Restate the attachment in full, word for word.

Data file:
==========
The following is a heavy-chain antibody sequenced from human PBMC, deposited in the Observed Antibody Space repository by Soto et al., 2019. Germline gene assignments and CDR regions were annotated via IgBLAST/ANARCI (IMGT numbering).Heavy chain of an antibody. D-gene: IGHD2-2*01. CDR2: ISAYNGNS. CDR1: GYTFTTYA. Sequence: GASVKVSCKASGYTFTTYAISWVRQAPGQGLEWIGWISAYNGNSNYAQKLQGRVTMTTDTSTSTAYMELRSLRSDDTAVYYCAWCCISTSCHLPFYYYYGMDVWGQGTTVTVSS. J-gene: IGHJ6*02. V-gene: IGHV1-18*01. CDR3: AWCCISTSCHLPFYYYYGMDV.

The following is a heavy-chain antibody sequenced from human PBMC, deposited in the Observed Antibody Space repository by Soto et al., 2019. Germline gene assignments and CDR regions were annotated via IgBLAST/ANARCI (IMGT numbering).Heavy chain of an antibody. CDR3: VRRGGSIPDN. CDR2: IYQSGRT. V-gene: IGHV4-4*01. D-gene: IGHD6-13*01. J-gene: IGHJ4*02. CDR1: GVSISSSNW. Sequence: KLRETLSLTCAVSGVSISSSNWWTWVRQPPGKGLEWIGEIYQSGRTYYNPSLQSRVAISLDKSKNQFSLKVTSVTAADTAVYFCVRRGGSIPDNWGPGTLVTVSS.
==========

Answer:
The following is a heavy-chain antibody sequenced from human PBMC, deposited in the Observed Antibody Space repository by Soto et al., 2019. Germline gene assignments and CDR regions were annotated via IgBLAST/ANARCI (IMGT numbering).Heavy chain of an antibody. D-gene: IGHD2-2*01. CDR2: ISAYNGNS. CDR1: GYTFTTYA. Sequence: GASVKVSCKASGYTFTTYAISWVRQAPGQGLEWIGWISAYNGNSNYAQKLQGRVTMTTDTSTSTAYMELRSLRSDDTAVYYCAWCCISTSCHLPFYYYYGMDVWGQGTTVTVSS. J-gene: IGHJ6*02. V-gene: IGHV1-18*01. CDR3: AWCCISTSCHLPFYYYYGMDV.

The following is a heavy-chain antibody sequenced from human PBMC, deposited in the Observed Antibody Space repository by Soto et al., 2019. Germline gene assignments and CDR regions were annotated via IgBLAST/ANARCI (IMGT numbering).Heavy chain of an antibody. CDR3: VRRGGSIPDN. CDR2: IYQSGRT. V-gene: IGHV4-4*01. D-gene: IGHD6-13*01. J-gene: IGHJ4*02. CDR1: GVSISSSNW. Sequence: KLRETLSLTCAVSGVSISSSNWWTWVRQPPGKGLEWIGEIYQSGRTYYNPSLQSRVAISLDKSKNQFSLKVTSVTAADTAVYFCVRRGGSIPDNWGPGTLVTVSS.